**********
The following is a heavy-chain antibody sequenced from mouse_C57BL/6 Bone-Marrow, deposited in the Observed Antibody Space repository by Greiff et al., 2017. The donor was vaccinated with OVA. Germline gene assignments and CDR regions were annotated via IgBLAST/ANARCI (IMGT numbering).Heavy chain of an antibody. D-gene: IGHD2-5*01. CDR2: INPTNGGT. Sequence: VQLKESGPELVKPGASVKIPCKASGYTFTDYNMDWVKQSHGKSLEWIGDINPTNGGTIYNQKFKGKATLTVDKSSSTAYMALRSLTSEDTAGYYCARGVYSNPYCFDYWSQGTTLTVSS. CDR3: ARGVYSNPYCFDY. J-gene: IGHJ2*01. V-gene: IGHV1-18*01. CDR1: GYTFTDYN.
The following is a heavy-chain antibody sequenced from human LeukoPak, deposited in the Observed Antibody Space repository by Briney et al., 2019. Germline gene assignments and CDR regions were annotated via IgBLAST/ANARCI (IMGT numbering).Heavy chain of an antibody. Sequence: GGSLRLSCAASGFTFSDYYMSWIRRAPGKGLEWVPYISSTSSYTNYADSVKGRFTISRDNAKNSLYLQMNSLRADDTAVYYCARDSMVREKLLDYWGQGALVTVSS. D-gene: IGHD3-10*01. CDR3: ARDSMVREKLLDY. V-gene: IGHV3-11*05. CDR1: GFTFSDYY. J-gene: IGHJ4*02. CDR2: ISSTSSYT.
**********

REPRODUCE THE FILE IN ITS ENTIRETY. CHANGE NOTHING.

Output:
The following is a heavy-chain antibody sequenced from mouse_C57BL/6 Bone-Marrow, deposited in the Observed Antibody Space repository by Greiff et al., 2017. The donor was vaccinated with OVA. Germline gene assignments and CDR regions were annotated via IgBLAST/ANARCI (IMGT numbering).Heavy chain of an antibody. D-gene: IGHD2-5*01. CDR2: INPTNGGT. Sequence: VQLKESGPELVKPGASVKIPCKASGYTFTDYNMDWVKQSHGKSLEWIGDINPTNGGTIYNQKFKGKATLTVDKSSSTAYMALRSLTSEDTAGYYCARGVYSNPYCFDYWSQGTTLTVSS. CDR3: ARGVYSNPYCFDY. J-gene: IGHJ2*01. V-gene: IGHV1-18*01. CDR1: GYTFTDYN.
The following is a heavy-chain antibody sequenced from human LeukoPak, deposited in the Observed Antibody Space repository by Briney et al., 2019. Germline gene assignments and CDR regions were annotated via IgBLAST/ANARCI (IMGT numbering).Heavy chain of an antibody. Sequence: GGSLRLSCAASGFTFSDYYMSWIRRAPGKGLEWVPYISSTSSYTNYADSVKGRFTISRDNAKNSLYLQMNSLRADDTAVYYCARDSMVREKLLDYWGQGALVTVSS. D-gene: IGHD3-10*01. CDR3: ARDSMVREKLLDY. V-gene: IGHV3-11*05. CDR1: GFTFSDYY. J-gene: IGHJ4*02. CDR2: ISSTSSYT.